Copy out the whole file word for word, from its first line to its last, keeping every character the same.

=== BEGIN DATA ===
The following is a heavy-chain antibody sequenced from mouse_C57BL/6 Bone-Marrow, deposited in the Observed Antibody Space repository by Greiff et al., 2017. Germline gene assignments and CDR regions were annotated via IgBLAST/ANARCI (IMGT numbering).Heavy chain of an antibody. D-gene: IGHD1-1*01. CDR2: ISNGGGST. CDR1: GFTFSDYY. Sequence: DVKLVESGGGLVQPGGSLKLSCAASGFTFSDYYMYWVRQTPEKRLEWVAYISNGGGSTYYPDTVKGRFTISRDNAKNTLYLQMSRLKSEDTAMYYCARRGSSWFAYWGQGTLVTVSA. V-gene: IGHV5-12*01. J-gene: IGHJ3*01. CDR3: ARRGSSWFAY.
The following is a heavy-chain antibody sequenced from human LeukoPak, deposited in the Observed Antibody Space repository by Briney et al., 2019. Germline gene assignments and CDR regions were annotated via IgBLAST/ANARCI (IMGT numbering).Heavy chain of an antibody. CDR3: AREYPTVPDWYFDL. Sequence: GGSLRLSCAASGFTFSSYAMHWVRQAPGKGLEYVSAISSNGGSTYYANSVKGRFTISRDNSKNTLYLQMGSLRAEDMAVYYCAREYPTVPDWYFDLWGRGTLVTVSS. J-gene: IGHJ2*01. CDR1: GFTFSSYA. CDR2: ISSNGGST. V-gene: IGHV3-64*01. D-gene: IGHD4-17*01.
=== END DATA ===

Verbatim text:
The following is a heavy-chain antibody sequenced from mouse_C57BL/6 Bone-Marrow, deposited in the Observed Antibody Space repository by Greiff et al., 2017. Germline gene assignments and CDR regions were annotated via IgBLAST/ANARCI (IMGT numbering).Heavy chain of an antibody. D-gene: IGHD1-1*01. CDR2: ISNGGGST. CDR1: GFTFSDYY. Sequence: DVKLVESGGGLVQPGGSLKLSCAASGFTFSDYYMYWVRQTPEKRLEWVAYISNGGGSTYYPDTVKGRFTISRDNAKNTLYLQMSRLKSEDTAMYYCARRGSSWFAYWGQGTLVTVSA. V-gene: IGHV5-12*01. J-gene: IGHJ3*01. CDR3: ARRGSSWFAY.
The following is a heavy-chain antibody sequenced from human LeukoPak, deposited in the Observed Antibody Space repository by Briney et al., 2019. Germline gene assignments and CDR regions were annotated via IgBLAST/ANARCI (IMGT numbering).Heavy chain of an antibody. CDR3: AREYPTVPDWYFDL. Sequence: GGSLRLSCAASGFTFSSYAMHWVRQAPGKGLEYVSAISSNGGSTYYANSVKGRFTISRDNSKNTLYLQMGSLRAEDMAVYYCAREYPTVPDWYFDLWGRGTLVTVSS. J-gene: IGHJ2*01. CDR1: GFTFSSYA. CDR2: ISSNGGST. V-gene: IGHV3-64*01. D-gene: IGHD4-17*01.